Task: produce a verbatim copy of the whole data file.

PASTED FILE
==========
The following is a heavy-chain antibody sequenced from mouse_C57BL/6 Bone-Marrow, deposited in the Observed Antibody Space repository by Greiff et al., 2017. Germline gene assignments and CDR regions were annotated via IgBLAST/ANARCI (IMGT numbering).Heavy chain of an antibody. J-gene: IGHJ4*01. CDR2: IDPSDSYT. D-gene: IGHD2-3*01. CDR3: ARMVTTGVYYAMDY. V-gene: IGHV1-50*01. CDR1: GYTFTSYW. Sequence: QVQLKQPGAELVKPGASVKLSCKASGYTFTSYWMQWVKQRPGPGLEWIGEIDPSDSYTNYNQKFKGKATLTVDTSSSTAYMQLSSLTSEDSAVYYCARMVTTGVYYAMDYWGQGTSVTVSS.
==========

The following is a heavy-chain antibody sequenced from mouse_C57BL/6 Bone-Marrow, deposited in the Observed Antibody Space repository by Greiff et al., 2017. Germline gene assignments and CDR regions were annotated via IgBLAST/ANARCI (IMGT numbering).Heavy chain of an antibody. J-gene: IGHJ4*01. CDR2: IDPSDSYT. D-gene: IGHD2-3*01. CDR3: ARMVTTGVYYAMDY. V-gene: IGHV1-50*01. CDR1: GYTFTSYW. Sequence: QVQLKQPGAELVKPGASVKLSCKASGYTFTSYWMQWVKQRPGPGLEWIGEIDPSDSYTNYNQKFKGKATLTVDTSSSTAYMQLSSLTSEDSAVYYCARMVTTGVYYAMDYWGQGTSVTVSS.